Sunday, August 06, 2006
Northern District, 5th August
On the second day of our mission, we started the day in by meeting with the director of health services for the Northern District. She is responsible for coordinating health services for approximately 1,200,000 residents, which she says is split equally between Jewish and Arab residents. Later in the day we met with the director of the mayor's office in lower Nazareth.
She explained that main difference between this conflict and ones in the past, was that many Israeli cities, towns and villages that had never been hit before by rockets were being hit for the first time. This has meant that people were not prepared, and a major impact from a public health perspective has been from people experiencing psychological trauma and anxiety. They were also helping people cope with the psychological effects of being in or in and out of shelters for 25 straight days. They had learned from past experience in dealing with trauma victims that the earlier counseling was provided the lower the long term effects were so they were trying to provide counseling to victims as soon as they could.
While the government has been trying to get as many people as possible to evacuate, many are unable or unwilling to leave. And in many cases evacuating people who were elderly or with major health problems presented logistical challenges. The government mobilized ambulances, physicians, and paramedics to move people to safety, but we were told that two elderly patients still died while being transported to safer parts of the country. According to the health ministry, about 2/3 of the populations of the population had fled from the Northern District.
For the population that is left, in addition to providing psychological services, they were dealing with the challenges of trying to provide the same basic health services they were providing in the past as well as additional health challenges presented by the civilians living in the shelters. Even with mobilizing all of its resources the authorities were only able to visit a small percentage of the shelters to make a health assessment. In cities like Nahariya and Kiryat Shmona which had been particularly hard hit, trying to provide services like chemotherapy and kidney dialysis was straining hospitals and other facilities already coping with people who had been injured.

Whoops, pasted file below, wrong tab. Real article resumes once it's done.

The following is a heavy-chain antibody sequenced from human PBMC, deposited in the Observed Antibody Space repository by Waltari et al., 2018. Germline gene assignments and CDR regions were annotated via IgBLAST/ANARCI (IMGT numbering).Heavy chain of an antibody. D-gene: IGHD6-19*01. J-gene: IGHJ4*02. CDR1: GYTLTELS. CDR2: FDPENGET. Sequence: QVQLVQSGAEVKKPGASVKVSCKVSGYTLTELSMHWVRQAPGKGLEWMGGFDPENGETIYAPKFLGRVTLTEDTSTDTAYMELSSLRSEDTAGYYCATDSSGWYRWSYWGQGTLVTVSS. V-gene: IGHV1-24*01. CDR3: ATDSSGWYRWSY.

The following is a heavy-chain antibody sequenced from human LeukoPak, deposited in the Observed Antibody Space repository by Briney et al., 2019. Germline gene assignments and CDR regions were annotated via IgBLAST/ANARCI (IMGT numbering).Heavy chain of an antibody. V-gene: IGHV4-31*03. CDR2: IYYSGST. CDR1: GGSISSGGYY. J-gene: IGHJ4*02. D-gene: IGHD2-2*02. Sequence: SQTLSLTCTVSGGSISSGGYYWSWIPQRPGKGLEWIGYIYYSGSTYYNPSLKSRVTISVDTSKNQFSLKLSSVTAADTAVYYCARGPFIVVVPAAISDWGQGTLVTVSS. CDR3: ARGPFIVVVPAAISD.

Nazareth, North Israel, 5th August
We then went to Nazereth which is the largest Arab city in Israel. Two children had been killed in Nazareth while playing outside in the early days of the conflict. We were told that at the time there were no sirens functioning, so the children, young brothers who were outside their home playing, had no warning. The municipality representative told us that even if they had heard a siren, shelters in Arab areas are virtually non-existent, although the reasons behind this is something we need to continue to follow up on. In Nazareth most of the population has not left, although some of the more affluent residents had fled. About 50% of the population lives below the poverty line.
We also met with representatives of two women's groups who were helping Arab women deal with the conflict. In addition to dealing with their own stress over the rockets falling on Nazareth and nearby, they were also responsible for caring for their families. Since none of the nursery schools or kindergartens had shelters or safe rooms, they had to be closed down.
On our way out of town the sirens went off again. This time there was no were no formal shelters, but we were invited by local shopkeepers into a backroom that had no windows and was relatively safe. But the majority of the people nearby just looked at the sky. Today, the media reported that three more Israelis, all Arabs, were killed. Yesterday, reports stated that three Israelis were killed and today three more were killed. All of the those who have died since we have arrived have been Israeli Arabs.
Clearly the Israeli health and other services are pressed to their maximum to cope with the conflict, and that is with their infrastructure still in place. We wondered what the other half of our delegation was finding in Lebanon, where most of the infrastructure had been destroyed.
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